After years of strain, Nicolas Cage has finally become a powerful, poignant actor. In Matchstick Men, Cage's tics and flamboyance are the basis of a man with a problem. He plays Roy Walker, a con artist suffering from obsessive-compulsive disorder and an array of phobias?including religious superstitions about which he chides his partner Frank (Sam Rockwell). If you've ever seen Cage in a movie before, you've seen these mannerisms: But here they're not just showy?they convey all the character that is necessary to make the film's elaborate-sting plot feel somewhat more than formulaic.

Cage stirs emotion when Roy is approached by Alison Lohman portraying Angela, the child he abandoned in a previous marriage, now teen-aged and searching for acceptance just like him. This part of the movie evokes Bogdanovich's poignant 1973 father-daughter huckster comedy Paper Moon; though it's not nearly so good, Matchstick Men is the closest any Hollywood crime movie has come to resurrecting the values of honesty and responsibility. (Neil Jordan's superior The Good Thief was made outside Hollywood.) Roy's sessions with an analyst explore his guilt about using his daughter in his scams (it's not just self-justification therapy as in The Sopranos). This perspective is so unusual?and unexpected?that some people may be willing to go along with the moral uplift enough to be moved by the ending. I think the ending is hackneyed and unconvincing, yet Cage stands for Everyman's response to a morally compromised world.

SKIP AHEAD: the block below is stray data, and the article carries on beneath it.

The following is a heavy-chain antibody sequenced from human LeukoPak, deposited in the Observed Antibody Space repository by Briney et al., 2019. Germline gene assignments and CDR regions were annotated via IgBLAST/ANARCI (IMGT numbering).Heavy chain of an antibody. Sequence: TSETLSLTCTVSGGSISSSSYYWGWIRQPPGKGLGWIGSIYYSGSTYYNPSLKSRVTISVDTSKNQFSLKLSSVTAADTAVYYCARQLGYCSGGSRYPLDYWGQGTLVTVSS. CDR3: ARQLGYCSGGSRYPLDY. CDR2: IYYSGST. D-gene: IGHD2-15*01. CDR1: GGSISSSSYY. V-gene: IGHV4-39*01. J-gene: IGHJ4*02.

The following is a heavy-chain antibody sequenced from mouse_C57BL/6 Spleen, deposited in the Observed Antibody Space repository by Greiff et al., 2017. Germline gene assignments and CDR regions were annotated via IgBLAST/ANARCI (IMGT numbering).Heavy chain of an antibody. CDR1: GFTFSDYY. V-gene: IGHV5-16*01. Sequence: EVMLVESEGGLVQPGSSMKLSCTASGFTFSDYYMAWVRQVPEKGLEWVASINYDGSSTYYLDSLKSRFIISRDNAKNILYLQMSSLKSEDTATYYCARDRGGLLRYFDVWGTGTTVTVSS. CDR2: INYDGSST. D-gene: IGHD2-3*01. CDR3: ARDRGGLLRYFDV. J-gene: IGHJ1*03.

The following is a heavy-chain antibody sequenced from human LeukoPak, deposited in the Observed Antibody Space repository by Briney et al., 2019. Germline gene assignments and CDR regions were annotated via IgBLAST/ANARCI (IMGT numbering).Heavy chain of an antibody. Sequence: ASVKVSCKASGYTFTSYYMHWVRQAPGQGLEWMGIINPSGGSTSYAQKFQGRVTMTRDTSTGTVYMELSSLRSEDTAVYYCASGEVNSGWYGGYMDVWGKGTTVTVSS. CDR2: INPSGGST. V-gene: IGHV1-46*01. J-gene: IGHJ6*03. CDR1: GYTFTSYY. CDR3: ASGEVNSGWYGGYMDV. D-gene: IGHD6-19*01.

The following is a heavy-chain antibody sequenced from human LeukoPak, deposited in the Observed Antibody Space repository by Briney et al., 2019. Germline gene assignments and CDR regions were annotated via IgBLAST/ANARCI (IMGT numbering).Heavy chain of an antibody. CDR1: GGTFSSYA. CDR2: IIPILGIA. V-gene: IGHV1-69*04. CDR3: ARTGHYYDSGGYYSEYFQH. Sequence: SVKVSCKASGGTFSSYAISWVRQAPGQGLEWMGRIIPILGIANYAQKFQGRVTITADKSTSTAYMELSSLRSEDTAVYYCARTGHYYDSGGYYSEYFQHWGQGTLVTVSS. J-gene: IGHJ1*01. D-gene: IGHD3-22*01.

This film, and the disingenuous Adaptation, shows an actor making the best of a bad situation?acting responsibly. Can't say the same about Ridley Scott's directing: It's as soulless as in the last three, unconscionable films he made?Gladiator, Hannibal, Black Hawk Down. My guess is that Matchstick Men's humanism comes from producer Robert Zemeckis (though it's a long way from the tonal complexity of Catch Me if You Can). Scott simply makes it undeniably pretty?as slick and gloriously monochrome as Hype Williams' new video Rain on Me for Ashanti. That's right, it's a commercial?with "heart."